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December 09, 2023 12:16 am | Updated 08:08 am IST
A group of academics from India, Qatar and the United Kingdom recently published a worrying new study in the Journal of Pharmaceutical Policy and Practice (2023, 16:39) on the volume of unapproved and even banned fixed dose combination (FDC) of antibiotics that are being sold in India. Using sales data of the pharmaceutical industry, the study documents that in the year 2020, 60.5% FDCs of antibiotics (comprising 239 formulations) were unapproved and another 9.9% (comprising 39 formulations) were being sold despite being banned in the country. That so many of these unapproved or banned FDCs contain antibiotics is alarming because of the increasing prevalence of antibacterial microbial resistance (AMR) in India.
FDCs are combinations of one or more known drugs and can be useful in the treatment of some diseases since the combination can improve patient compliance. For instance, if a patient has to take three different medications for a particular treatment, she may forget to take one. But if all three medications are combined into one tablet or one syrup, the chance of her forgetting to take one or two of the drugs is reduced. For diseases such as AIDS, it is well documented that FDCs have proven to be very useful in improving patient compliance, which at the end of day improves treatment outcomes.
Making FDCs, even though most consist of drugs with known safety and efficacy profile, is not an easy job. All drugs have side effects and when formulated together, there is a possibility that the active ingredient or even the excipients (inactive ingredients) may affect the way that each drug functions. For example, the drugs may interact in a way to reduce the therapeutic efficacy of each active ingredient, or, worse, the drugs may interact with each other to create a more toxic element, often called metabolites. This is why it is crucial that all FDCs go through a scientifically designed approval process where such interactions can be evaluated.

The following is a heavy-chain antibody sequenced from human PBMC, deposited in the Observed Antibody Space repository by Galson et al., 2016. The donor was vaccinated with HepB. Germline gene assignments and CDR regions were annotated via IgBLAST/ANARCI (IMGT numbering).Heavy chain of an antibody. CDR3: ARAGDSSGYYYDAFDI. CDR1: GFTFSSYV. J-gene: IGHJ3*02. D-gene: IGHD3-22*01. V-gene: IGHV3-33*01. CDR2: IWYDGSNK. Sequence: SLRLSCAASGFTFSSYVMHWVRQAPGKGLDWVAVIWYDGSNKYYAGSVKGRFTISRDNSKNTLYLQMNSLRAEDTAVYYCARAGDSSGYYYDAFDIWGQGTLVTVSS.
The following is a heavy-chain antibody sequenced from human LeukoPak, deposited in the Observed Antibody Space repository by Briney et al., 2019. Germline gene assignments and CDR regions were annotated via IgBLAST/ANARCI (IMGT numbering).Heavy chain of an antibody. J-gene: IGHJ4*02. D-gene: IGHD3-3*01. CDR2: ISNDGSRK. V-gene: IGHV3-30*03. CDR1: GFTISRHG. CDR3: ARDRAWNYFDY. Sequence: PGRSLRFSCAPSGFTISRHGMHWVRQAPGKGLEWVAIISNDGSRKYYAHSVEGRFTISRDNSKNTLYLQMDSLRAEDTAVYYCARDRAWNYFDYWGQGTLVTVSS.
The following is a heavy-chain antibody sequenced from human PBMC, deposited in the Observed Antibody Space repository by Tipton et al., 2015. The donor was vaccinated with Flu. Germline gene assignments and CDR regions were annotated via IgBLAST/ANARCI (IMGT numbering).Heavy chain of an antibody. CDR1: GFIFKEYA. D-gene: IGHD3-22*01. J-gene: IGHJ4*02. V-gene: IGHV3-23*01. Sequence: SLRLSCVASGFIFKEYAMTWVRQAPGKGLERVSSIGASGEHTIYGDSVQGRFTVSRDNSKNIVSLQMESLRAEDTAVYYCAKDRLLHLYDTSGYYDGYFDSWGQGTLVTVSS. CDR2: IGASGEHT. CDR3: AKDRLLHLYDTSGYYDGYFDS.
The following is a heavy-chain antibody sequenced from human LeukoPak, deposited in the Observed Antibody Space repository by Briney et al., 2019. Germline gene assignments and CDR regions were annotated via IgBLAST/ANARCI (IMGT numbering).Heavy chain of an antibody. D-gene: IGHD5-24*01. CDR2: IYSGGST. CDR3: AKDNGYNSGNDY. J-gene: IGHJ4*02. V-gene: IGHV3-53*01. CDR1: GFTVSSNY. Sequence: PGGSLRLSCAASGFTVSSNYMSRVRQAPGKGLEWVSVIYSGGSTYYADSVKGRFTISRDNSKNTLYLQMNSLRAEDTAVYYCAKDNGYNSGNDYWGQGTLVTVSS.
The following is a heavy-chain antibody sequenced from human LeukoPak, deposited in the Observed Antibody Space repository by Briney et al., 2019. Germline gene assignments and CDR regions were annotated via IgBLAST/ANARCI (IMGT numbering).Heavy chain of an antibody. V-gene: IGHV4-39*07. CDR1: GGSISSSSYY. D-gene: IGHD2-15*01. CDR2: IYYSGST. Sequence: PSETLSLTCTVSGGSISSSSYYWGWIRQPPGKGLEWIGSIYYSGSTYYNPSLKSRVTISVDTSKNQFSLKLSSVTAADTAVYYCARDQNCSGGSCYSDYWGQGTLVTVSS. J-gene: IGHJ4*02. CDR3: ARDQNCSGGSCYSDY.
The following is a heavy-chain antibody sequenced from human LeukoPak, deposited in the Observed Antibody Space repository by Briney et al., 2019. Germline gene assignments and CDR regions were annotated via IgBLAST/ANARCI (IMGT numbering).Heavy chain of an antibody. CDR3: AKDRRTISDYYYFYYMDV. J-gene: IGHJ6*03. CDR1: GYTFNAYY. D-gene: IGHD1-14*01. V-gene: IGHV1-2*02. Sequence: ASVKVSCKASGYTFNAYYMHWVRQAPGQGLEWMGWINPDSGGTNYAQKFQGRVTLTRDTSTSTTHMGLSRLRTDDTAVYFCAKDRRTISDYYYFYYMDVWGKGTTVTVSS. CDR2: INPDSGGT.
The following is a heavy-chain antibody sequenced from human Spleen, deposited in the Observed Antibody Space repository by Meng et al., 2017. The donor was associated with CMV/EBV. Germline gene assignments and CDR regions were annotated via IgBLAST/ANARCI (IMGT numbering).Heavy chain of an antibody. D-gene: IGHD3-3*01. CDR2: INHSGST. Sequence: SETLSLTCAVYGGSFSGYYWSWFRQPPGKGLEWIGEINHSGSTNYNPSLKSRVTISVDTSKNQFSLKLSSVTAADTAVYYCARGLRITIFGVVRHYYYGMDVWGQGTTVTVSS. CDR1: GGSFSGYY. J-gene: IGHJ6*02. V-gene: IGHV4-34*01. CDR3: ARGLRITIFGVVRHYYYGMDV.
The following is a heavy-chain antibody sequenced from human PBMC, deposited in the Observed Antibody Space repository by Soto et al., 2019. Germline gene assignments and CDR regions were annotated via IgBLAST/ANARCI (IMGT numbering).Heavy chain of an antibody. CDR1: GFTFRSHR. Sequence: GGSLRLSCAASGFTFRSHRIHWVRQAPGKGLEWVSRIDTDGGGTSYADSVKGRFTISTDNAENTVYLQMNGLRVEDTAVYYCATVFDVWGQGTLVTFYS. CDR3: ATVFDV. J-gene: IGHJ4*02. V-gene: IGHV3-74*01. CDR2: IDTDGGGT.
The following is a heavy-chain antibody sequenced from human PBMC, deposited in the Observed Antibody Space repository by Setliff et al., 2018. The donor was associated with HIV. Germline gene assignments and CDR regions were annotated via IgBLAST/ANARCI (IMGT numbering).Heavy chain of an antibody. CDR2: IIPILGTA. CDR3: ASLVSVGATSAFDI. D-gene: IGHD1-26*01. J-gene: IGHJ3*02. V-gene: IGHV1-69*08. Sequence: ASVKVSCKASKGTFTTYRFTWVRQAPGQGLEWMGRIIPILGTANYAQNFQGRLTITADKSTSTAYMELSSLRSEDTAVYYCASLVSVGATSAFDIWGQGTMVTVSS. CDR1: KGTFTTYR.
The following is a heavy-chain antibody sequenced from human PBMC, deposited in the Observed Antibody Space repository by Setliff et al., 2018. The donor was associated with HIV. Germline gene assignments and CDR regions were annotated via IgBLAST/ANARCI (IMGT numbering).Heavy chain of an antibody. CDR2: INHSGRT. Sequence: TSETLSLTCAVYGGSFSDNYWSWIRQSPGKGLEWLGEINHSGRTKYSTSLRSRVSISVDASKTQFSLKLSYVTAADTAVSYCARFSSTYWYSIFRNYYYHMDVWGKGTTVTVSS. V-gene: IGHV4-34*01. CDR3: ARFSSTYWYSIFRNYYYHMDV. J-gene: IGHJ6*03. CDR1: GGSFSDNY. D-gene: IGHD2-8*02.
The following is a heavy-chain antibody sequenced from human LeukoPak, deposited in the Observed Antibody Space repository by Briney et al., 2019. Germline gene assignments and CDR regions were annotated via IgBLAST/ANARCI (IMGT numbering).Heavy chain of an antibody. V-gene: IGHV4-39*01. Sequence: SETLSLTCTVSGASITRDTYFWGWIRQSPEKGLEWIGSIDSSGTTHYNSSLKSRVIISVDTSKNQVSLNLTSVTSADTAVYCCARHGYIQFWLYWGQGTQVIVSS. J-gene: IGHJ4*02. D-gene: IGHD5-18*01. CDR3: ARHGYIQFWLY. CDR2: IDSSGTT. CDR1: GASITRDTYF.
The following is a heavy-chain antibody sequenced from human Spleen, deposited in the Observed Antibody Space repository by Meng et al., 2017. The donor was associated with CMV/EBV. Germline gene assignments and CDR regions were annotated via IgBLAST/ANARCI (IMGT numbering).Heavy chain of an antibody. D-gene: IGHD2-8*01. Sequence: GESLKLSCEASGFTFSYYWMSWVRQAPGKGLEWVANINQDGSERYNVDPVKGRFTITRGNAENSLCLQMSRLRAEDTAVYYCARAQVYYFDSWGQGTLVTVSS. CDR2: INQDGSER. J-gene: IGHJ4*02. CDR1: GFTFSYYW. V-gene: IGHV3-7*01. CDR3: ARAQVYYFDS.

Pharmaceutical companies in India use these FDCs to escape liability under multiple laws without much concern for public health. One such law is the Drugs (Prices Control) Order (DPCO), under which the government fixes the prices of individual drugs. Since drug combinations were traditionally not covered under the DPCO, the pharmaceutical industry decided that making FDCs provided an easy way to escape the remit of the DPCO.
Also read |Manufacture and sale of 344 FDC drugs banned
Driven by this cold logic of the market, and not public health, the Indian pharmaceutical industry introduced an astounding variety of FDCs that lacked any medical rationale. For example, anti-inflammatory drugs were combined with vitamins, anti-histamines were combined with anti-diarrhoeal agents, penicillin was combined with sulphonamides, and vitamins were combined with analgesics. These were combinations not found in any other country.
There were two added advantages of adopting this strategy for the industry. The first, the fact that because of the bewildering variety of FDCs being sold in the market, there were no standards set by bodies such as the Indian Pharmacopoeia Commission for testing these drugs for quality of manufacture. When there are no standards recognised by the law, there is no question of manufacturing “not of standard quality” drugs, and hence there is no possibility of prosecution under the Drugs & Cosmetics Act, 1940. At most, when these FDCs are sampled in the market and sent for testing, the usual protocol for government laboratories conducting such tests is to write to the manufacturer and ask for their own protocols to test the drug. In other words, the pharmaceutical industry gets to provide its own standards in order for the government to test their drugs.